In Garry Trudeau's Doonesbury comic strip, whenever President George W. Bush (represented by the empty helmet of a Roman centurion) is pushed to explain his inexplicable policies, he answers every question by repeating, "9/11, 9/11, 9/11 ... It changed everything."
This is great satire because it is only a slight exaggeration of reality. The Bush administration did seize upon the brutal events of that one terrible day and make them the prism through which it views all of reality. From that point on, every day has been an episode of 24, and will be until further notice. From that viewpoint, the use of military force as a first resort makes sense—we are in an eternal war against an invisible, and thus omnipresent, foe. And so does the administration's race to centralize government power. There's no time for congressional hearings or judicial review when the time bomb is ticking.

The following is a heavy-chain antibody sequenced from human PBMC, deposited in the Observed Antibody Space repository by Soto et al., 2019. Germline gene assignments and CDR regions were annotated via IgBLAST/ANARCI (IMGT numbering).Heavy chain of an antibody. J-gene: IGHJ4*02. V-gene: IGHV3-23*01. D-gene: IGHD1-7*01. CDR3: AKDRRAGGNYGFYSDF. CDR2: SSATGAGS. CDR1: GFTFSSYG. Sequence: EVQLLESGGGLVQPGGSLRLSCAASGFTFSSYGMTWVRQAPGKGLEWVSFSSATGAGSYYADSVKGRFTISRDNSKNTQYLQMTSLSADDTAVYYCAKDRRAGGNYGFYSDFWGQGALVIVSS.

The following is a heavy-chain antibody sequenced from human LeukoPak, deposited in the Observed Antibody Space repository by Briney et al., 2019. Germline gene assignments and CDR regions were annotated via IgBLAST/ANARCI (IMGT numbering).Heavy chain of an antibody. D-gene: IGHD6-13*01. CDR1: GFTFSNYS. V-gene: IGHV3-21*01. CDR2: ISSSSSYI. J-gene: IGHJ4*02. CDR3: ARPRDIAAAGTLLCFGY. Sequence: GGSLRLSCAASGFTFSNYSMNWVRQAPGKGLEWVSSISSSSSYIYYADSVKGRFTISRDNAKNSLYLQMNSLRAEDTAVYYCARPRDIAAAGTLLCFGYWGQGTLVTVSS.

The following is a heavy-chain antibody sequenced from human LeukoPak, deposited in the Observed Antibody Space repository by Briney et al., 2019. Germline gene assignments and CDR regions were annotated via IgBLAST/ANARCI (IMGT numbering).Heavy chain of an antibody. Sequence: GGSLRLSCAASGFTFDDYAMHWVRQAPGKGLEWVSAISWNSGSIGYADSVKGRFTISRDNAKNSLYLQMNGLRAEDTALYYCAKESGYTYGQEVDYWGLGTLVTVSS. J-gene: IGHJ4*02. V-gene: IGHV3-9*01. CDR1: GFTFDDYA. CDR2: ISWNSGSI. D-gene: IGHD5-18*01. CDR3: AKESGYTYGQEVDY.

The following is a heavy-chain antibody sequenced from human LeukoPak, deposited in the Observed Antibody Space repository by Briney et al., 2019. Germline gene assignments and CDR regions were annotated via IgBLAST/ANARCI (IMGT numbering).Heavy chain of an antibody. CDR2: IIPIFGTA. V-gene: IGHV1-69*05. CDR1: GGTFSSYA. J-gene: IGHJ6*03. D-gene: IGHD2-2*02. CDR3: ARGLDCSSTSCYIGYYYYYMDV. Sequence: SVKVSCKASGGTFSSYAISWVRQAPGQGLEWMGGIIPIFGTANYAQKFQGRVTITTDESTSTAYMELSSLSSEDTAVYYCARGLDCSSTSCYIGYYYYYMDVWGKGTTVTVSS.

Under the sway of Big Al the Gore-acle, "global warming" sometimes seems poised to become that kind of all-purpose explanation on the leftward end of the political dial. Drought in Florida? Must be global warming. Floods in Texas? Global warming. Heavy hurricane season? Global warming. Light hurricane season? Global warming again.
It's a catch-all that is catching on.
Of course, human-caused global warming is real and requires urgent action. The same was true of the slaughter on 9/11. That attack should be the central reference point for U.S. national defense policies. And global warming should be at the center of our government's energy and transportation policies. But neither of them explains everything. And if the non-governmental forces that purport to advocate basic social change allow global warming to become their "9/11" prism on political reality, we will almost certainly live to regret it.